CH2M HILL known as CH2M, was a global engineering company that provided consulting, design and operations services for corporations, federal and local governments. The firm's headquarters was in Meridian, an unincorporated area of Douglas County, Colorado, in the Denver-Aurora Metropolitan Area; the postal designation of nearby Englewood was listed as the company's location in corporate filings and local news accounts. As of December 2016, CH2M had 20,000 employees and revenues totaled $5.24 billion. In December 2017, it was announced that CH2M had been acquired by Jacobs Engineering Group, a Dallas engineering firm for $3.3 billion. CH2M was founded in 1946 in Corvallis, Oregon, by Oregon State University civil engineering professor Fred Merryfield and three of his students: Holly Cornell, James Howland and Thomas Burke Hayes. Cornell and Hayes were all graduates of Oregon State University; the company became CH2M HILL, after a merger in 1971. The firm remained headquartered in Oregon until 1980, when a decision was made to relocate to Colorado, a more central location in the United States.
On August 2, 2017, CH2M was acquired by Jacobs Engineering Group Inc. in a US$3.3 billion cash and stock deal. Shareholders approved the deal in December 2017, the completion of the acquisition was announced on 18 December; the company developed and publishes its own method for managing projects for clients, called the CH2M Hill Project Delivery System, which may be found at popular internet book retailers. As a firm specializing in project management, CH2M Hill has been associated in several large, complex projects around the world. In 2005, a CH2M Hill joint venture known as Kaiser Hill decommissioned and closed a former nuclear weapons facility at the Rocky Flats site in Colorado. In Singapore, the company was part of a joint venture to replace the country's sanitary services infrastructure; the new Singapore Deep Tunnel System was designed to improve reliability and economy of operation, to help handle Singapore's increasing waterfront utilization. CH2M Hill assisted in reconstruction efforts along the US Gulf Coast in the wake of Hurricane Katrina.
Its main assignments included providing temporary housing, debris removal, other services. Other large projects include a $660 million gas fired power plant in Australia, in conjunction with General Electric, an $11.7 billion project to relocate American military bases in Korea. In August 2007, the Panama Canal Authority selected CH2M Hill to manage the $5.25 billion Panama Canal expansion project, which will add new locks to the Pacific and Atlantic ends of the canal and allow Post Panamax ships passage through the canal for the first time. In 2009, a CH2M Hill consortium was named program partner to oversee construction of the Crossrail project to expand London's transit system. On August 30, 2006, as part of joint venture CLM, CH2M Hill was a supplier for the London 2012 Olympics; the other two members of the venture are project management service provider Mace Group and Laing O'Rourke, the largest owned construction firm in the United Kingdom. In 2008, the U. S. Department of Energy contracted a CH2M Hill company, CH2M Hill Plateau Remediation Company, LLC, to manage deconstruction and remediation of the Central Plateau on the Hanford Nuclear Site in eastern Washington, one of the world's largest environmental cleanup projects.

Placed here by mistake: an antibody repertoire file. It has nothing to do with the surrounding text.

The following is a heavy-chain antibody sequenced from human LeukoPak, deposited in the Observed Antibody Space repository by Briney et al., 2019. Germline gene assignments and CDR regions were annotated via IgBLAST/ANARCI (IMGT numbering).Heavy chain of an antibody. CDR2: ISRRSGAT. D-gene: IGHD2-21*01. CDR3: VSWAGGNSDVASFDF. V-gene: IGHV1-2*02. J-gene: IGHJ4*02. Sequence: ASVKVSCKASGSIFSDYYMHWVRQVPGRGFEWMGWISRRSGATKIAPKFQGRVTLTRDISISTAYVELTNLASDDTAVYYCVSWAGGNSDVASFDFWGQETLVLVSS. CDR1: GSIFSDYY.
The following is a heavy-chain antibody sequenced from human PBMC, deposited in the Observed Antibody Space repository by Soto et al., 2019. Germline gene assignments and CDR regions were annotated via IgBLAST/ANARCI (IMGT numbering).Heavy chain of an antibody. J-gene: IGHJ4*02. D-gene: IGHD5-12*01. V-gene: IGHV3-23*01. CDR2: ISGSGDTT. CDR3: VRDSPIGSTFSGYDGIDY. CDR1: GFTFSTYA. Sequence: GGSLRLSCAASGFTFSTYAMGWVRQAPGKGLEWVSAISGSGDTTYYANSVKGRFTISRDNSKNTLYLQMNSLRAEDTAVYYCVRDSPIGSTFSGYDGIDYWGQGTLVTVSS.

The project focused on shrinking the environmental footprint of the Hanford Site from a 586-square-mile area to 75 square miles or less. Key acquisitions include Black, Crow & Eidsness in 1977, Gee & Jensen in August 2002, DeMil International in 2002, EHS Consultants Ltd, BBS Corporation in October 2005. On September 7, 2007, CH2M HILL finalized the purchase of most of the components of VECO, an Alaska based firm specialising in services to the oil and energy sector that had become embroiled in the Alaska political corruption probe. In December 2007, CH2M Hill acquired Trigon EPC. In March 2008, CH2M Hill acquired Texas based Goldston Engineering, a company specialising in marine and coastal transportation engineering services. In 2014, CH2M HILL acquired TERA Environmental Consultants, a Canadian environmental consulting firm that has worked with pipeline and powerline clients and oil and gas companies for 30 years. In December 2017, Jacobs Engineering announced that it had acquired CH2M; the acquisition was supported by 96% of CH2M employee shareholders.
Top 100 US Federal Contractors LaMont Matthews Oral History Interview
The chairman is the highest officer of an organized group such as a board, a committee, or a deliberative assembly. The person holding the office is elected or appointed by the members of the group, the chairman presides over meetings of the assembled group and conducts its business in an orderly fashion. In some organizations, the chairman position is called president, in others, where a board appoints a president, the two different terms are used for distinctly different positions. Other terms sometimes used for the office and its holder include chair, chairwoman, presiding officer, moderator and convenor; the chairman of a parliamentary chamber is called the speaker. The term chair is sometimes used in lieu of chairman, in response to criticisms that using chairman is sexist, it is used today, has been used as a substitute for chairman since the middle of the 17th century, with its earliest citation in the Oxford English Dictionary dated 1658–1659, only four years after the first citation for chairman.